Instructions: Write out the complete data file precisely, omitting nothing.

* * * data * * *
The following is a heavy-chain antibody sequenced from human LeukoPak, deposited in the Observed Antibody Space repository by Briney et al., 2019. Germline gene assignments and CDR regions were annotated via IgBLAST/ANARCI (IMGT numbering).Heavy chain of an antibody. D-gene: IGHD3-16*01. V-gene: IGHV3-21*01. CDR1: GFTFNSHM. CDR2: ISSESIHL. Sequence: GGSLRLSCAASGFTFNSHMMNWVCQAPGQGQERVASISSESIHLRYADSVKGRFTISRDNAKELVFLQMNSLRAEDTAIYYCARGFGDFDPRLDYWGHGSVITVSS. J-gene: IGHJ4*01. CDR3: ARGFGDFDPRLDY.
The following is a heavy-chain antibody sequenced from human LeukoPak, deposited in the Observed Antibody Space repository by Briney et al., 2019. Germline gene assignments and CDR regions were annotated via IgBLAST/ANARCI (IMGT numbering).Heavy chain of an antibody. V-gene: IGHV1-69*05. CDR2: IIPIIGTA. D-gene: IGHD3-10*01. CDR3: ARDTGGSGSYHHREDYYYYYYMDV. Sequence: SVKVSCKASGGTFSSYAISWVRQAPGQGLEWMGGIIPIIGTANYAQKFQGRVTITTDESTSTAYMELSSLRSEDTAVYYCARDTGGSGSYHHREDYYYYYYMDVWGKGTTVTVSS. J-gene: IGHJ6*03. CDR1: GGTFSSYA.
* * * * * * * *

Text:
The following is a heavy-chain antibody sequenced from human LeukoPak, deposited in the Observed Antibody Space repository by Briney et al., 2019. Germline gene assignments and CDR regions were annotated via IgBLAST/ANARCI (IMGT numbering).Heavy chain of an antibody. D-gene: IGHD3-16*01. V-gene: IGHV3-21*01. CDR1: GFTFNSHM. CDR2: ISSESIHL. Sequence: GGSLRLSCAASGFTFNSHMMNWVCQAPGQGQERVASISSESIHLRYADSVKGRFTISRDNAKELVFLQMNSLRAEDTAIYYCARGFGDFDPRLDYWGHGSVITVSS. J-gene: IGHJ4*01. CDR3: ARGFGDFDPRLDY.
The following is a heavy-chain antibody sequenced from human LeukoPak, deposited in the Observed Antibody Space repository by Briney et al., 2019. Germline gene assignments and CDR regions were annotated via IgBLAST/ANARCI (IMGT numbering).Heavy chain of an antibody. V-gene: IGHV1-69*05. CDR2: IIPIIGTA. D-gene: IGHD3-10*01. CDR3: ARDTGGSGSYHHREDYYYYYYMDV. Sequence: SVKVSCKASGGTFSSYAISWVRQAPGQGLEWMGGIIPIIGTANYAQKFQGRVTITTDESTSTAYMELSSLRSEDTAVYYCARDTGGSGSYHHREDYYYYYYMDVWGKGTTVTVSS. J-gene: IGHJ6*03. CDR1: GGTFSSYA.